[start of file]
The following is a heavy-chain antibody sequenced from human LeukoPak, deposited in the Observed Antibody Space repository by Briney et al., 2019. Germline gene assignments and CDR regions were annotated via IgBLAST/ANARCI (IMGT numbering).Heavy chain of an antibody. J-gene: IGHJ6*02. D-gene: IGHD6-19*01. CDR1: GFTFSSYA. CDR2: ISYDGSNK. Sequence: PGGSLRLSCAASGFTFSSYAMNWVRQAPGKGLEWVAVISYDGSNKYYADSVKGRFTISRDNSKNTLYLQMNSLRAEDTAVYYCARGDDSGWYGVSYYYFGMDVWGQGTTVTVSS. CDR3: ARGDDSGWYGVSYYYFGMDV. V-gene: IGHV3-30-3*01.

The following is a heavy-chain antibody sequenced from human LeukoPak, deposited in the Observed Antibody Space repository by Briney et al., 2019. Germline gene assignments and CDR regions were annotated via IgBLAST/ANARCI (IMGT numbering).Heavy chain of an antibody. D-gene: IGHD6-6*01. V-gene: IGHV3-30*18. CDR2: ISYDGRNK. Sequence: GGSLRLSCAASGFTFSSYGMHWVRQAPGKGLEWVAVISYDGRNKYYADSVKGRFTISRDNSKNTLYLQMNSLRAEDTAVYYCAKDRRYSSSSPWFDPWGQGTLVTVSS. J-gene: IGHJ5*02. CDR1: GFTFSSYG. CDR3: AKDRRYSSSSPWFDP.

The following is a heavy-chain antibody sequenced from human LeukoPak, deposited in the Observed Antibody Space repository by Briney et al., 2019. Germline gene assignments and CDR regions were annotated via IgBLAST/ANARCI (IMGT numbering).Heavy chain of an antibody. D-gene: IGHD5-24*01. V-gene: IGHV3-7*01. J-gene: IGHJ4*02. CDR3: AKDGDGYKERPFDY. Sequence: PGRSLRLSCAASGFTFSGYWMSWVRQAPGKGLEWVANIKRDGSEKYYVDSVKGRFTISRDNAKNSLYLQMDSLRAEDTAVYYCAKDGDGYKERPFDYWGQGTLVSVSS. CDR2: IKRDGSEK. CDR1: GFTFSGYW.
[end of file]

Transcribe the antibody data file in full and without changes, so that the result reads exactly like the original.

The following is a heavy-chain antibody sequenced from human LeukoPak, deposited in the Observed Antibody Space repository by Briney et al., 2019. Germline gene assignments and CDR regions were annotated via IgBLAST/ANARCI (IMGT numbering).Heavy chain of an antibody. J-gene: IGHJ6*02. D-gene: IGHD6-19*01. CDR1: GFTFSSYA. CDR2: ISYDGSNK. Sequence: PGGSLRLSCAASGFTFSSYAMNWVRQAPGKGLEWVAVISYDGSNKYYADSVKGRFTISRDNSKNTLYLQMNSLRAEDTAVYYCARGDDSGWYGVSYYYFGMDVWGQGTTVTVSS. CDR3: ARGDDSGWYGVSYYYFGMDV. V-gene: IGHV3-30-3*01.

The following is a heavy-chain antibody sequenced from human LeukoPak, deposited in the Observed Antibody Space repository by Briney et al., 2019. Germline gene assignments and CDR regions were annotated via IgBLAST/ANARCI (IMGT numbering).Heavy chain of an antibody. D-gene: IGHD6-6*01. V-gene: IGHV3-30*18. CDR2: ISYDGRNK. Sequence: GGSLRLSCAASGFTFSSYGMHWVRQAPGKGLEWVAVISYDGRNKYYADSVKGRFTISRDNSKNTLYLQMNSLRAEDTAVYYCAKDRRYSSSSPWFDPWGQGTLVTVSS. J-gene: IGHJ5*02. CDR1: GFTFSSYG. CDR3: AKDRRYSSSSPWFDP.

The following is a heavy-chain antibody sequenced from human LeukoPak, deposited in the Observed Antibody Space repository by Briney et al., 2019. Germline gene assignments and CDR regions were annotated via IgBLAST/ANARCI (IMGT numbering).Heavy chain of an antibody. D-gene: IGHD5-24*01. V-gene: IGHV3-7*01. J-gene: IGHJ4*02. CDR3: AKDGDGYKERPFDY. Sequence: PGRSLRLSCAASGFTFSGYWMSWVRQAPGKGLEWVANIKRDGSEKYYVDSVKGRFTISRDNAKNSLYLQMDSLRAEDTAVYYCAKDGDGYKERPFDYWGQGTLVSVSS. CDR2: IKRDGSEK. CDR1: GFTFSGYW.